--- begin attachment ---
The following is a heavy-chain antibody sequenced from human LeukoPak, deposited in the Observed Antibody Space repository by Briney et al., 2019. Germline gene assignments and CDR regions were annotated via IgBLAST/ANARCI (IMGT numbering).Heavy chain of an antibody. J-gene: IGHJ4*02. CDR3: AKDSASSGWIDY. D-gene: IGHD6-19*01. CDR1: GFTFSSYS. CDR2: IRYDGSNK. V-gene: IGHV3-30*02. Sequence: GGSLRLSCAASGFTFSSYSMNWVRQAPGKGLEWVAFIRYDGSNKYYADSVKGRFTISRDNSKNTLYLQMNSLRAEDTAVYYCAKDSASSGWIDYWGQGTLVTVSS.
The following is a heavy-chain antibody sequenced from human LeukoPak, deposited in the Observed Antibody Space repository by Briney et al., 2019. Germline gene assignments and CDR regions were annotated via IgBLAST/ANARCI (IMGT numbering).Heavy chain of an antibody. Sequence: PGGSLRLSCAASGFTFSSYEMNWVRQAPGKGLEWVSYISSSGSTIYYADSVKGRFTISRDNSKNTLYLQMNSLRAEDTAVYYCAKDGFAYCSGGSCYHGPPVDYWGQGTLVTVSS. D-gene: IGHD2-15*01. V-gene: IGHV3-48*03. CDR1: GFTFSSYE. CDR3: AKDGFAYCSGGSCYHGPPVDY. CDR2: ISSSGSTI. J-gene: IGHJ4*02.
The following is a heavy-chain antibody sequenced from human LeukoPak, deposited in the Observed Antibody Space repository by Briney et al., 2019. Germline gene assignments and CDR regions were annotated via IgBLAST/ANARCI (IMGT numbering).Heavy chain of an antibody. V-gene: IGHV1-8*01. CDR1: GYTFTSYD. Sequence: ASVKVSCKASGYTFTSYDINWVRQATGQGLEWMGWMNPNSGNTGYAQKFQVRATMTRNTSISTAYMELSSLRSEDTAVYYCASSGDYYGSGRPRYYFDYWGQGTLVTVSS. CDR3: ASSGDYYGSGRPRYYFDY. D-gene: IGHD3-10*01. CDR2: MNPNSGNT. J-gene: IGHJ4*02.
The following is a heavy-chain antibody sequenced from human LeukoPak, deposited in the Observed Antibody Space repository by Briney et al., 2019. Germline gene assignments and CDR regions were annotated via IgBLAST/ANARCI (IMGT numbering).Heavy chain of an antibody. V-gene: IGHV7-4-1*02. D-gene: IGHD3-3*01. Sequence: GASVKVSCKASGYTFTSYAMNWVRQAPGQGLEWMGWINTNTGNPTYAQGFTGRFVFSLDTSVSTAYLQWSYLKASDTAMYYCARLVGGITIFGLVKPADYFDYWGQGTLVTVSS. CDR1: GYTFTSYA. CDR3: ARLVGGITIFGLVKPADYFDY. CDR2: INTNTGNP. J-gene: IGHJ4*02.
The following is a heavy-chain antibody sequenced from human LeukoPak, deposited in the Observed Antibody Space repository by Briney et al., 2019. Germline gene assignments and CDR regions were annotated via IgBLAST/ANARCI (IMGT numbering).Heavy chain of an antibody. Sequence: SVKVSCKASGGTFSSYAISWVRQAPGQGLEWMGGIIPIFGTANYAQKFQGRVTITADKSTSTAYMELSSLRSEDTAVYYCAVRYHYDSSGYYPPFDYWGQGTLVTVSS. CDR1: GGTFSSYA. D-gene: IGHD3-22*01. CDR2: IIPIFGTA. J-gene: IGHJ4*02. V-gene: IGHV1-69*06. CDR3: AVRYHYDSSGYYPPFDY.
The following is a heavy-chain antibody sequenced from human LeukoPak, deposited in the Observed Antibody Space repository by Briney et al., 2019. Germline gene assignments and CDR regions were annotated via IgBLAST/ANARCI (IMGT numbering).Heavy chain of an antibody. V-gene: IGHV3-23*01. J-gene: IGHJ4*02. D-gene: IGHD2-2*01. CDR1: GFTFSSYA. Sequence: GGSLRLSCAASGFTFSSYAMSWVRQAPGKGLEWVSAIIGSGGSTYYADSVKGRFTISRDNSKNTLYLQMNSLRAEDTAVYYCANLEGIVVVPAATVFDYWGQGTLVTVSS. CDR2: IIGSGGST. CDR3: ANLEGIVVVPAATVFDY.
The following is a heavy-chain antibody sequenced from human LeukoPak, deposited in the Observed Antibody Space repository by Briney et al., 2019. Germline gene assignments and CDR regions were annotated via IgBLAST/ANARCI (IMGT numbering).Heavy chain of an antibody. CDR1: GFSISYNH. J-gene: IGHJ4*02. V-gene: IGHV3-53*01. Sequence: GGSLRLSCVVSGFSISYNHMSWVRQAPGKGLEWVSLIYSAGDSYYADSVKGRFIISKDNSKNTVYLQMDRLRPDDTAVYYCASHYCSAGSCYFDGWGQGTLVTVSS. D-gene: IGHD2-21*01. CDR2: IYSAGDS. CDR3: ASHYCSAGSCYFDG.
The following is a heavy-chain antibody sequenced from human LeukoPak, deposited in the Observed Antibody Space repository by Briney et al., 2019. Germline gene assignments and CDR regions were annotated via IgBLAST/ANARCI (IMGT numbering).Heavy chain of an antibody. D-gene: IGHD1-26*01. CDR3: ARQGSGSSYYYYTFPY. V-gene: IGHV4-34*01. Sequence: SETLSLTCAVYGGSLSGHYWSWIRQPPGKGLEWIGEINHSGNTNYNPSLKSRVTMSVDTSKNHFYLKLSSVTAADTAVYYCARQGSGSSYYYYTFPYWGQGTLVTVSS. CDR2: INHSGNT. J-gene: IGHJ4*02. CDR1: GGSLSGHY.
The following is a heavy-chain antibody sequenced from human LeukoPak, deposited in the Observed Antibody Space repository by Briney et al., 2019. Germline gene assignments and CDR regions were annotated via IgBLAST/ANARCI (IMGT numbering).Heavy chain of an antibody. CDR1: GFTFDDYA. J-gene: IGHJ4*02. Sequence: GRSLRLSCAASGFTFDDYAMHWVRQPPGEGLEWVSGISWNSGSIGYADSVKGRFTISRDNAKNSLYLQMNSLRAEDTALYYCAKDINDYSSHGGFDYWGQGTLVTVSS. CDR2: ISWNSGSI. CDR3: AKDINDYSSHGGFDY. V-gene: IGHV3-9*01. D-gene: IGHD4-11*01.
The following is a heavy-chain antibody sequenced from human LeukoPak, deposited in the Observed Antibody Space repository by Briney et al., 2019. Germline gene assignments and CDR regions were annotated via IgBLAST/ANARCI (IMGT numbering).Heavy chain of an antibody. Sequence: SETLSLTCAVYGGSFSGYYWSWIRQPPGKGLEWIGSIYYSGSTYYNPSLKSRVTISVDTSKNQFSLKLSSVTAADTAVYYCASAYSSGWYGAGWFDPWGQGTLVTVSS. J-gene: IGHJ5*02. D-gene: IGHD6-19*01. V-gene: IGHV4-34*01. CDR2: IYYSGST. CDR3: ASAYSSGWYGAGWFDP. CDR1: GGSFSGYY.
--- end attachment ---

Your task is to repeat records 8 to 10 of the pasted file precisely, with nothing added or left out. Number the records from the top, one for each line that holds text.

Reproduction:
The following is a heavy-chain antibody sequenced from human LeukoPak, deposited in the Observed Antibody Space repository by Briney et al., 2019. Germline gene assignments and CDR regions were annotated via IgBLAST/ANARCI (IMGT numbering).Heavy chain of an antibody. D-gene: IGHD1-26*01. CDR3: ARQGSGSSYYYYTFPY. V-gene: IGHV4-34*01. Sequence: SETLSLTCAVYGGSLSGHYWSWIRQPPGKGLEWIGEINHSGNTNYNPSLKSRVTMSVDTSKNHFYLKLSSVTAADTAVYYCARQGSGSSYYYYTFPYWGQGTLVTVSS. CDR2: INHSGNT. J-gene: IGHJ4*02. CDR1: GGSLSGHY.
The following is a heavy-chain antibody sequenced from human LeukoPak, deposited in the Observed Antibody Space repository by Briney et al., 2019. Germline gene assignments and CDR regions were annotated via IgBLAST/ANARCI (IMGT numbering).Heavy chain of an antibody. CDR1: GFTFDDYA. J-gene: IGHJ4*02. Sequence: GRSLRLSCAASGFTFDDYAMHWVRQPPGEGLEWVSGISWNSGSIGYADSVKGRFTISRDNAKNSLYLQMNSLRAEDTALYYCAKDINDYSSHGGFDYWGQGTLVTVSS. CDR2: ISWNSGSI. CDR3: AKDINDYSSHGGFDY. V-gene: IGHV3-9*01. D-gene: IGHD4-11*01.
The following is a heavy-chain antibody sequenced from human LeukoPak, deposited in the Observed Antibody Space repository by Briney et al., 2019. Germline gene assignments and CDR regions were annotated via IgBLAST/ANARCI (IMGT numbering).Heavy chain of an antibody. Sequence: SETLSLTCAVYGGSFSGYYWSWIRQPPGKGLEWIGSIYYSGSTYYNPSLKSRVTISVDTSKNQFSLKLSSVTAADTAVYYCASAYSSGWYGAGWFDPWGQGTLVTVSS. J-gene: IGHJ5*02. D-gene: IGHD6-19*01. V-gene: IGHV4-34*01. CDR2: IYYSGST. CDR3: ASAYSSGWYGAGWFDP. CDR1: GGSFSGYY.